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Clearing Up Nutrition Myths
We have all been bombarded with a lot of nutrition information throughout our lives. Doctors tell us one thing, nutritionists say another and the media floods our senses with new data, mostly to sell their products. Most of the nutrition information that we learn has a basis of truth, such as the apple-a-day quote. Apples are indeed good for you and are powerful antioxidants. But what about everything else? What is some of the information that is just not true?
If you ever had to diet, the first thing everyone will tell you is to eat a large breakfast. The thought process behind this is that if you eat a large breakfast you will be filled up and won’t have a tendency to eat larger meals throughout the day (or snack). This is a myth. Those that eat a small to moderate breakfast (400 calories or less) have actually been shown to lose weight versus those that eat a larger breakfast that often have a higher calorie count.
Another marketing ploy to watch out for is the ‘fat-free’ sign on many of the boxes and containers of prepackaged foods. Many of these actually have a higher calorie count that those that are not labeled fat-free. In order to make the products taste as good, they will usually include sugar or carbohydrates to replace the ingredients that contained the fat. It is replacing one bad item for another.
Snacking or grazing all day will keep you from eating large meals. This is truly a bad idea. Most snacks contain higher calorie and fat content. A study has shown in data collected over a thirty year period has proven that those that snack often consume up to 570 extra calories per day, than those that do not snack. If you must snack, make sure you have fresh fruit or fresh ‘trail mix’ that contains a lot of nuts.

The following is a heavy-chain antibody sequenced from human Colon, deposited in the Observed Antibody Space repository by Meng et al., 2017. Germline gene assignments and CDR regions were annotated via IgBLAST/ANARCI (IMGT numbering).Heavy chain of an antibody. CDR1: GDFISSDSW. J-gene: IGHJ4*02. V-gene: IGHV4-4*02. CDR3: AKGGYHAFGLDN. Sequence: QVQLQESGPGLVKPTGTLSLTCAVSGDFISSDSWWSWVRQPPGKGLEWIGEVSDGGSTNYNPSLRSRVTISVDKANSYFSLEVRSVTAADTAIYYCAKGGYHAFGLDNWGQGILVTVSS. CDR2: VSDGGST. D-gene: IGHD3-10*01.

Doing the math on the 95% fat free can also get you into trouble. We make the assumption that it the product contains only 5% fat, when in reality, it is the marketing people that are walking away to the bank. It is really based on 5% fat by weight, and this can be terribly misleading. Converting the fat by weight will show that it is actually a higher fat content than the carbs or protein found in the product.
Thanks to the popularity of some of the no-carb diets, many people seem to think that every carbohydrate will increase your weight. This is simply a myth. Carbohydrates are contained in many things that we eat, including pasta and bread, but they are also in other things such as milk, vegetables and yogurt. Many of the complex carbohydrates like those in legumes, whole grains and vegetables are actually good for you and supply the body with nutrients, vitamins, antioxidants and many things to keep you healthy.
We need to make smart choices with our diet, but one of the first things to remember is to do your homework. Don’t believe everything that is written on a package and don’t fall prey to fads or trends that sound good, but fail in performance.
The information supplied in this article is not to be considered as medical advice and is for educational purposes only.
|Healthy Diets20 Jun 2012|